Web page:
- Employers in conflict with voters seeking immigration curbs
- CEOs seek clarity on timetable for EU pullout negotiations
The vote is over but the campaign continues.
With financial markets reeling from the Brexit vote, U.K. companies are stepping up lobbying to maintain access to the European Union’s single market and labor, deepening potential rifts with British “Leave” voters who want to curb immigration.
Prime Minister David Cameron has called an emergency meeting Thursday of his Business Advisory Group, which includes chief executive officers of companies like BP Plc, Whitbread Plc and EasyJet Plc, according to a person familiar with the situation. On Tuesday afternoon, U.K. Business Secretary Sajid Javid has invited two dozen senior executives to a separate gathering.
Many business leaders object to some “Leave” campaigners’ demands for immigration restrictions. They’re expected to press for continued freedom to hire workers from other EU countries, along with access to the bloc’s tariff-free export market -- key aspects of the U.K.’s current membership in the EU. They also want the government to spell out a time frame for negotiations with Brussels and concrete steps to shore up the economy after financial markets plunged following Thursday’s vote.
“While it is prudent for the U.K. government to delay firing the starting gun on negotiations with the European Union, firms want a clear timetable and simultaneous action to support the wider economy,” said Adam Marshall, acting director of the British Chamber of Commerce. He also said business is seeking clarity on plans for infrastructure projects such as the planned high-speed railway from London to the north of England.
Former London Mayor Boris Johnson, a prominent “Leave” campaigner and a leading candidate to replace David Cameron as prime minister, said Monday that he wanted the U.K. to remain a member of the single market and did not think those who voted to quit the EU were driven by anxieties over immigration. German Chancellor Angela Merkel said Tuesday that the U.K. would not be able to pick and choose EU benefits of membership without the duties of members.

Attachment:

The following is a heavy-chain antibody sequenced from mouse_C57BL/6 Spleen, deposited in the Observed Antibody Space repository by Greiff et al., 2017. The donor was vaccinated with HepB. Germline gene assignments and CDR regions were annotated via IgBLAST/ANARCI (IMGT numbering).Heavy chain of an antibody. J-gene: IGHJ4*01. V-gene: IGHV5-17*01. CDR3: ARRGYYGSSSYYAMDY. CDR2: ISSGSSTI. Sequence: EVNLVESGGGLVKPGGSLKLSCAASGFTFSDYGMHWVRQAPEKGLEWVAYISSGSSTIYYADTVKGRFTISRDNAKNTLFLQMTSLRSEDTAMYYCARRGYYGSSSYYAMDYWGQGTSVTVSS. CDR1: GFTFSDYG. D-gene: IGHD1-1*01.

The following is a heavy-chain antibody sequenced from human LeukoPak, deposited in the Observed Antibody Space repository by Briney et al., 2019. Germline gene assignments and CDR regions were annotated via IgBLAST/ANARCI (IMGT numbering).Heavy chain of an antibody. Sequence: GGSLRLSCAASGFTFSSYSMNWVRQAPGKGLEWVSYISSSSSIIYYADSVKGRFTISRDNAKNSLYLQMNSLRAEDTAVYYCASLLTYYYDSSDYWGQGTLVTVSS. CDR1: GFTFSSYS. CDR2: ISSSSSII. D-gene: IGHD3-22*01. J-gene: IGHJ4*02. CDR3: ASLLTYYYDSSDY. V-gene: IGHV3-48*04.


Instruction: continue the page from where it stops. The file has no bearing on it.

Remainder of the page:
Mike Cherry, national chairman of the Federation of Small Businesses, said he would push for the government to make sure companies can continue to trade with the EU and hire the workers they need from overseas. Business leaders are also expected to urge Javid to take steps to protect the rights of EU workers currently in the country.
Carolyn Fairbairn, director-general of the Confederation of British Industry, said businesses welcomed Prime Minister David Cameron’s decision to delay invoking Article 50, which gives the government two years to conclude new arrangements with the EU but urged rapid clarity on who is making decisions.
“What we need is a plan,” she wrote in the Times newspaper. “The government should remove uncertainties over the long-term right to stay in the U.K. for those already working here as soon as possible.”
A survey by the Institute of Directors after the referendum highlighted business leaders’ concerns around Brexit. A third of the respondents said the outcome of Thursday’s vote will cause them to cut investment in their businesses, while a quarter said they will institute a hiring freeze.
“There is no point crying over spilled milk,” said Simon Walker, director-general of the institute, a business networking group. "But these results highlight the importance of the Bank of England maintaining stability in the financial system. It is crucial that the banks do not starve businesses of cash.”
On Tuesday, Shriti Vadera, chairman of the U.K. arm of Banco Santander SA, chaired a meeting of banking industry representatives organized by the British Bankers Association to discuss steps to maintain financial stability and protect jobs in the wake of the vote to exit the EU.